Practical information/instruction refers to small, conversational sessions of advice that are too long to be considered shop-talk. For instance, a gardener might visit a newcomer to the hobby to show that person how to most effectively transplant a small tree and then care for it. Or the outgoing treasurer of a non-profit association might spend a half-hour with the incoming volunteer to show how the books are kept and how they must be presented for the annual audit.
The literature review (Stebbins, 2018b) suggests that promotion of a thing or a person is a common form of sociability at the regularly scheduled lunches and dinners of service clubs (eg, Rotary International, Kiwanis, Lions). Owners and managers of commercial services often join such organizations for, among other reasons, the opportunity they offer to promote their business or professional interests. Further, advantageous acquisition of goods and services can be part of this kind of sociability. The common goal is to get a “good deal” through trusted friends.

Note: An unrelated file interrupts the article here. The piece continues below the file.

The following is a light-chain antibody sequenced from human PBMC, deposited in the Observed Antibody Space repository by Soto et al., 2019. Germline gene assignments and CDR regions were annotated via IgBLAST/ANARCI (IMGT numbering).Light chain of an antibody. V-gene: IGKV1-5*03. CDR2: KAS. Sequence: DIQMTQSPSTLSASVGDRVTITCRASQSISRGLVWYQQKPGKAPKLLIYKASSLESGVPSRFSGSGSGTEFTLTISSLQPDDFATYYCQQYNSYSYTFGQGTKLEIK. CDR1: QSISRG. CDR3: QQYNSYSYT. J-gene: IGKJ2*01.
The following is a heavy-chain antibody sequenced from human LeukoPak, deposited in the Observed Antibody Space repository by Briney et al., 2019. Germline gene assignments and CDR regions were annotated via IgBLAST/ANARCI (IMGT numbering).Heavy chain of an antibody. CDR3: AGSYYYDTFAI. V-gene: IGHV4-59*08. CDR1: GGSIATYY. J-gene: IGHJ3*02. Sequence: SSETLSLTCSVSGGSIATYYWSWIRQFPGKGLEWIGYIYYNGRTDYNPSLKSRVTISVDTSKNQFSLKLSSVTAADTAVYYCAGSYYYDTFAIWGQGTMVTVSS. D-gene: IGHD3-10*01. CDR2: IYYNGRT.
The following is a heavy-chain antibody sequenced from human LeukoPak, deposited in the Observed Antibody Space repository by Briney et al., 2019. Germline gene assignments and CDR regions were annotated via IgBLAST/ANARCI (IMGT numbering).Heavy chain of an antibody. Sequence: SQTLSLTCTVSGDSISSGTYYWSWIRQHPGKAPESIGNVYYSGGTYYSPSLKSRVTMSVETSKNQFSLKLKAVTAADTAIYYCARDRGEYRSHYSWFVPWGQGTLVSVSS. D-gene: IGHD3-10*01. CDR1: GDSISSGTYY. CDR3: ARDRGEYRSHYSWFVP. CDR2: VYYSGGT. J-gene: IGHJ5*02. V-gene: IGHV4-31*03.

Sociable conversations are generally positive occasions for the participants and can therefore be the scene of positive emotions. Amusement is one of these, as found in jokes, funny stories, comical histrionics, and so forth. Joy is another. It is expressed collectively, for example, in gatherings celebrating a competitive win of a family member or that of the group’s team. Then there is attraction for the others in the conversation (or affection or love depending on the interpersonal relationship) (Stebbins, 2015, pp. 126-127). Negative emotions like fear, anger, hate, and conceited self-appraisal when felt by one or more others in the gathering destroy its sociability. Nonetheless, if all in the conversation are angry with, say, an external person or practice, then sociability is sustained by way of a shared sentiment, no matter that it is negative.
Encouragement may be evident as part of shop-talk or instruction, though sociability can feature encouragement independently of these two. Thus, postmortems and analyses may be followed by or punctuated with encouraging words from those in on the socializing. Moreover, stories and anecdotes may give rise to encouraging remarks about the raconteur who is also the principal in the account. On these occasions the participants find it agreeable to encourage one of their number with compliments about that person’s competence in the activity in question. In line with Simmel’s observations the story, if it is to be interpreted as sociable, must be told modestly, free of overweening talk.